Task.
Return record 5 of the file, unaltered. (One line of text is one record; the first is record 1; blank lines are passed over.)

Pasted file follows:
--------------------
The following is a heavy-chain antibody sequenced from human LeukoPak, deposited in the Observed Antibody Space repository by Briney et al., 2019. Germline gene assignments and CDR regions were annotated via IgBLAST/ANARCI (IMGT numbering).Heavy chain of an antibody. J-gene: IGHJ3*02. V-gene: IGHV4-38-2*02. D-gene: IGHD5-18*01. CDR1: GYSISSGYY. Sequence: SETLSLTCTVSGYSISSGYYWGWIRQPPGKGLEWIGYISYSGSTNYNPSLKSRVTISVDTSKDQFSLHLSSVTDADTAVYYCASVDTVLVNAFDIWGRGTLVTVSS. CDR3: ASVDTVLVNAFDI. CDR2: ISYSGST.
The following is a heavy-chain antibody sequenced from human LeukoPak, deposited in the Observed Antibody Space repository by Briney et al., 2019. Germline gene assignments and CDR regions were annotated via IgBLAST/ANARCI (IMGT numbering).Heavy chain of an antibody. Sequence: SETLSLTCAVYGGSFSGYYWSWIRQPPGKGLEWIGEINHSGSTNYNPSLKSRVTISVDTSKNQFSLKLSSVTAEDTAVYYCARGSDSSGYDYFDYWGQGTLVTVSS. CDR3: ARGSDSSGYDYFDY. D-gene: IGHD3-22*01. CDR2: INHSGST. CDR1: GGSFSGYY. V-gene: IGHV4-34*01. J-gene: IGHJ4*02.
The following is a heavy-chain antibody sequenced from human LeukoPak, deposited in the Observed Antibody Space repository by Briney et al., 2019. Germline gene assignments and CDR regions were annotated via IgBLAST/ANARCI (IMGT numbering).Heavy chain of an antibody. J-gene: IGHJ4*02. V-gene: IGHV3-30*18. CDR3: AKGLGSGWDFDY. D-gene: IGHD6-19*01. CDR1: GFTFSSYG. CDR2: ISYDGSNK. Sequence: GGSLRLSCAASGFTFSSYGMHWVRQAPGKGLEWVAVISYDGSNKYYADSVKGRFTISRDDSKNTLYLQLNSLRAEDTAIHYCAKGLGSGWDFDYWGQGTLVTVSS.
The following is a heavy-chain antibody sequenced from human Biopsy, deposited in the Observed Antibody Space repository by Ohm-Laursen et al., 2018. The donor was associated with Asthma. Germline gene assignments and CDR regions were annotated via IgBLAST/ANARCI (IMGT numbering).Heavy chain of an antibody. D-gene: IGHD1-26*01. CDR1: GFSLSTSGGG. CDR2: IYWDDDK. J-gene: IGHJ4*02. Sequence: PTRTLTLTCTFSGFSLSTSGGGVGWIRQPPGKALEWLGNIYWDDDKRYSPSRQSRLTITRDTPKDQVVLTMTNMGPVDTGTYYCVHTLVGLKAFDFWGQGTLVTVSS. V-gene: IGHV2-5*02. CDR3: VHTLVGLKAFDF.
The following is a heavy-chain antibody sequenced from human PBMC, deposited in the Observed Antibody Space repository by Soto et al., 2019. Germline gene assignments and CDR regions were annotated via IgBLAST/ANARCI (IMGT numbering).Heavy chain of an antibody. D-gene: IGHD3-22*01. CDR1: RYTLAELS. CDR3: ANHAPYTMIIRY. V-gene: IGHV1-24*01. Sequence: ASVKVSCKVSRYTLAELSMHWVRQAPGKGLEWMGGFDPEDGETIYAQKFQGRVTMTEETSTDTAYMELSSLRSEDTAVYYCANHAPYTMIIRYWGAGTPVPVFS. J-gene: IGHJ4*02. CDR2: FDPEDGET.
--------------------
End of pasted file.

The following is a heavy-chain antibody sequenced from human PBMC, deposited in the Observed Antibody Space repository by Soto et al., 2019. Germline gene assignments and CDR regions were annotated via IgBLAST/ANARCI (IMGT numbering).Heavy chain of an antibody. D-gene: IGHD3-22*01. CDR1: RYTLAELS. CDR3: ANHAPYTMIIRY. V-gene: IGHV1-24*01. Sequence: ASVKVSCKVSRYTLAELSMHWVRQAPGKGLEWMGGFDPEDGETIYAQKFQGRVTMTEETSTDTAYMELSSLRSEDTAVYYCANHAPYTMIIRYWGAGTPVPVFS. J-gene: IGHJ4*02. CDR2: FDPEDGET.